The torque-distribution module 18 transmits a plurality of control signals (e.g., CTR_ENG, and CTR_A-CTR_N) to the subsystems 20 and 22a-22n of the torque generating devices 15, respectively. The signal CTR_A generally corresponds to the amount of torque that is needed to be produced by the engine subsystem 20. The signals CTR_A-CTR_N generally correspond to the amount of torque that is needed to be produced by the electrical subsystems 22a-22n. The torque-distribution module 18 is configured to control the engine subsystem 20 and the electrical subsystems 22a-22n to produce the desired amount of torque as requested by the VDC 16 while balancing driver traction demand, battery charge maintenance, and fuel economy attributes. As such, the torque-distribution module 18 may vary the amount of torque generated between the engine subsystem 20 and the electrical subsystems 22a-22n in order to achieve desired driver traction demand, battery charge maintenance, and the highest level of fuel economy.

Due to concerns related to fuel economy, if needed, the torque-distribution module 18 may control the engine subsystem 20 to generate the entire amount of torque needed to meet the desired amount of torque as specified on the signal ARB_TQ_REQ. In such a case, the electrical subsystems 22a-22n may not be controlled to generate torque. Additionally, the torque-distribution module 18 may control one or more of the electrical subsystems 22a-22n to generate the entire amount of torque needed as indicated by the signal ARB_TQ_REQ. In such a case, the engine subsystem 20 may remain idle and is in a non-torque producing state. In yet another example, the torque-distribution module 18 may control the engine subsystem 20 and any one or more of the electrical subsystems 22a-22n to produce the desired amount of torque simultaneously if such a condition may yield optimal fuel economy while at the same time meet the desired amount of torque requested by the VDC 16.

The engine subsystem 20 transmits a feedback signal FB_ENG to the torque-distribution module 18. The signal FB_ENG may include a value (e.g., TAU_ENGINE) which generally corresponds to the actual response time of the engine subsystem 20 while attempting to achieve the desired amount of torque as indicated in the signal CTR_ENG from the torque-distribution module 18. The feedback signal FB_ENG also includes values MIN_TQ_ENG and MAX_TQ_ENG which correspond to minimum and maximum torque values, respectively, generated by the engine subsystem 20 in response to the signal CTR_ENG. The electrical subsystems 22a-22n are generally configured to transmit feedback signals FB_A-FB_N to the torque-distribution module 18. The signals FB-A-FB_N includes values TAU_ELEC_A-TAU_ELEC_N, respectively, which correspond to the actual response time for each electrical subsystem 22a-22n while attempting to achieve the desired amount of torque transmitted in the signal CTR_A-CTR_N from the torque-distribution module 18.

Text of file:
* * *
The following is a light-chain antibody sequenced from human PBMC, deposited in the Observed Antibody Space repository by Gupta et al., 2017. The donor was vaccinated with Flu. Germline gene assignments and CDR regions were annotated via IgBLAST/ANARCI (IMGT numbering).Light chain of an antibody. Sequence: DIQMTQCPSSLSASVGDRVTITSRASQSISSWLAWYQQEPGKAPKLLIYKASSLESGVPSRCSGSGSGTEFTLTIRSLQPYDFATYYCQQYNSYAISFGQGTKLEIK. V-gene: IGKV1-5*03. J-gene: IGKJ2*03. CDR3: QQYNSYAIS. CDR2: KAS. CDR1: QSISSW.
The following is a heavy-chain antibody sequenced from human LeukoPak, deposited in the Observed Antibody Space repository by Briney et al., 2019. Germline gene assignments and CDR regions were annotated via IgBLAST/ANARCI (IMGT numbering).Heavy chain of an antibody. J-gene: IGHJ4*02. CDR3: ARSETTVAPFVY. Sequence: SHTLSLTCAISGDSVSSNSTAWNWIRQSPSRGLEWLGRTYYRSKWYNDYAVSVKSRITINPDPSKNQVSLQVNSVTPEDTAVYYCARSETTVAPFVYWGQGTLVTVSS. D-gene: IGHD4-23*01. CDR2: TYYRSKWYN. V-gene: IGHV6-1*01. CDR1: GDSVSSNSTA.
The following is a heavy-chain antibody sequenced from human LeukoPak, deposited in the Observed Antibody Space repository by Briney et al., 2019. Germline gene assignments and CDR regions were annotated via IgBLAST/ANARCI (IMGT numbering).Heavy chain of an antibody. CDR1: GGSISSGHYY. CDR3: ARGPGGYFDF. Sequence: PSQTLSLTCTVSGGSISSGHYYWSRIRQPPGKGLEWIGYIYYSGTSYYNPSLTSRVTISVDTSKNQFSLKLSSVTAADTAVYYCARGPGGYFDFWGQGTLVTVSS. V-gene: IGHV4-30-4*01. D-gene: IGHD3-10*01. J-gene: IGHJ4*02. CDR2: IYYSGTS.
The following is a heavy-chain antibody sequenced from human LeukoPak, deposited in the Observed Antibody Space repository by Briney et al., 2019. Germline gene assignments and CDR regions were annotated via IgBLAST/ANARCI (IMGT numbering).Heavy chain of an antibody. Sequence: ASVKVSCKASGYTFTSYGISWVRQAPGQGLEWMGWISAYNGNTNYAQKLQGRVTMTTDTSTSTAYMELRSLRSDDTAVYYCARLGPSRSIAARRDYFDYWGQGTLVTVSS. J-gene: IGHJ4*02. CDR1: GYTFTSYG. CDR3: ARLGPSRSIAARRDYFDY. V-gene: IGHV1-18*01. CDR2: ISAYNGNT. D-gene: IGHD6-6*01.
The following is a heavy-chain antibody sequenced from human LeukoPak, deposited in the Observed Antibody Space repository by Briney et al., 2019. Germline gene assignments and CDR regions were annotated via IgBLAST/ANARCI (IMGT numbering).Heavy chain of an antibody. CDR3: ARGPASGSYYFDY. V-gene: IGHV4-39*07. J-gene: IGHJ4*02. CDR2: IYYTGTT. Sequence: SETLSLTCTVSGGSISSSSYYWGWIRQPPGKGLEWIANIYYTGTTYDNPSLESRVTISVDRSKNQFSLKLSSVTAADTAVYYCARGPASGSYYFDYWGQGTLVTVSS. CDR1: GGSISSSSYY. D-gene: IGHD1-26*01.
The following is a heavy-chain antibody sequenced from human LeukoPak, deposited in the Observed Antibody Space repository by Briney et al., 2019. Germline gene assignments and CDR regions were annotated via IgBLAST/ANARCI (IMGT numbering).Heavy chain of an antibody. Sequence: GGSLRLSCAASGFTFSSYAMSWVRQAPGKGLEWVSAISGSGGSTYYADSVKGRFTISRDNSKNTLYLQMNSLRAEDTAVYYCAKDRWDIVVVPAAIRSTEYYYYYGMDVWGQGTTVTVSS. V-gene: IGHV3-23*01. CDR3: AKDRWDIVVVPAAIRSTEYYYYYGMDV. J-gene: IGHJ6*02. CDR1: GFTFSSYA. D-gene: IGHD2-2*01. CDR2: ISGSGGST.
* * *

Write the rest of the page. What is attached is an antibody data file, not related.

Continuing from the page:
The feedback signals FB_A-FB_N also include values MIN_TQ_ELEC_A-MIN_TQ_ELEC_N and values MAX_TQ_ELEC_A-MAX_TQ_ELEC_N. The values MIN_TQ_ELEC_A-MIN_TQ_ELEC_N correspond to the minimum torque valve generated by each electrical subsystem 22a-22n in response to the signals CTR_A-CTR_N. The signals MAX_TQ_ELEC_A-MAX_TQ_ELEC_N correspond to the maximum torque values generated by each electrical subsystem 22a-22n in response to the signals CTR_A-CTR_N.

In general, the engine subsystem 20 and the electrical subsystems 22a-22n are constructed with various limitations and may generate torque that is within a first predetermined range of the amount of torque requested by the VDC 16. Such limitations may be attributed due to hardware capabilities of the engine and electrical subsystems 20 and 22a-22n. Typically, the torque capability of the engine subsystem 20 and the electrical subsystems 22a-22n are a function of battery voltage, state of charge of the battery and/or various torque actuator speed states (e.g., actuators in the engine and electrical subsystems 20 and 22a-22n). The torque, battery voltage, state of charge, and the actuator speed status may prevent the engine and the electrical subsystems 20 and 22a-22n from generating the needed amount of torque as requested by the VDC 16.